The It Girl and others

I’ve long been interested in the silent movies of the ’teens and ’20s, many of which no longer exist because the nitrate film they were shot on has essentially disintegrated. It’s one of those aching cultural sorrows, because it means a significant chunk of our artistic heritage has been blotted out. (A lot of it is trivial stuff, of course, but a surprising amount of what’s gone isn’t. And even the trivial is historically, if not artistically, fascinating.)

There was an article in the New York Times the other day that gave me, as if I needed one, yet another reason to appreciate New Zealand. A fair number of “lost” flicks are winging their way north.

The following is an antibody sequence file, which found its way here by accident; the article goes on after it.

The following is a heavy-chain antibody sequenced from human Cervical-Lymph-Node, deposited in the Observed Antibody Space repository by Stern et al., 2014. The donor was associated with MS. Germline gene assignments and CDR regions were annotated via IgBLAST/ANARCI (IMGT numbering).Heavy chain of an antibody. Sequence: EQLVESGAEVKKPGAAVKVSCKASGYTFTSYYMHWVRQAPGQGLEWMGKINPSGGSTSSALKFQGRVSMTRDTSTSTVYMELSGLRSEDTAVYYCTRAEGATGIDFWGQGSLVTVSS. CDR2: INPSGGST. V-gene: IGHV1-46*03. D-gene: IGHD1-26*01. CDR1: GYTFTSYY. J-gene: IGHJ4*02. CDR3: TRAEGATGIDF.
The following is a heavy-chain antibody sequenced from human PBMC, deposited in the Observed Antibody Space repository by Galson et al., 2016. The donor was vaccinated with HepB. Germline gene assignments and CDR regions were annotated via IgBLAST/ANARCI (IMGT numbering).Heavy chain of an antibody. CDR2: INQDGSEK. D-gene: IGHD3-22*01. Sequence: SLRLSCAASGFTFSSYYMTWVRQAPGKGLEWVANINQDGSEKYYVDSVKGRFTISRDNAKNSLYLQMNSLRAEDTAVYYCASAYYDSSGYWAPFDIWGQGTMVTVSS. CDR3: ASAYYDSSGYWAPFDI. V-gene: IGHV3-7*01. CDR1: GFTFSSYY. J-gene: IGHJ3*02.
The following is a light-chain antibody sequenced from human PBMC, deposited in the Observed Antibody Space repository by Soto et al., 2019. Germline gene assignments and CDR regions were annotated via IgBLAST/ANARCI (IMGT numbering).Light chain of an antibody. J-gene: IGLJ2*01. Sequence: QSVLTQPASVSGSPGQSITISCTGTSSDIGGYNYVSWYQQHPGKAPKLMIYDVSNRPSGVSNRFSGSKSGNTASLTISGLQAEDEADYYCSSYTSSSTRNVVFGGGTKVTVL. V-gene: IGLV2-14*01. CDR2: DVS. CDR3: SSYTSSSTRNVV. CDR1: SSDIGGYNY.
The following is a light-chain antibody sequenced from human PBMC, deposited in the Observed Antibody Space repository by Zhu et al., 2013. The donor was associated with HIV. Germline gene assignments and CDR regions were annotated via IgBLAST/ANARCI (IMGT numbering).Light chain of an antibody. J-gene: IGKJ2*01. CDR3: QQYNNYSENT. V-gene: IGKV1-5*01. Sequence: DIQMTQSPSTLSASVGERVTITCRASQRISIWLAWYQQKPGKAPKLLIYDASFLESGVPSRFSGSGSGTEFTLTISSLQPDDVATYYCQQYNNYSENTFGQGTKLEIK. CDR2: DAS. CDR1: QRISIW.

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My father has a funny memory of sitting in a theater in 1928 or ’29, watching a silent film at a kiddie matinee with his older brother, who was reading the dialogue to him. Remarks were passed from behind them that my uncle should pipe down. Bob, probably eight or nine at the time, but almost certainly already in the world elite of bitingly facetious remarks, turned around and made a few personal suggestions of his own. A fight started that had to be broken up by the ushers. For all I know, that movie has disintegrated…but the memory lingers. There’s cultural history for you.



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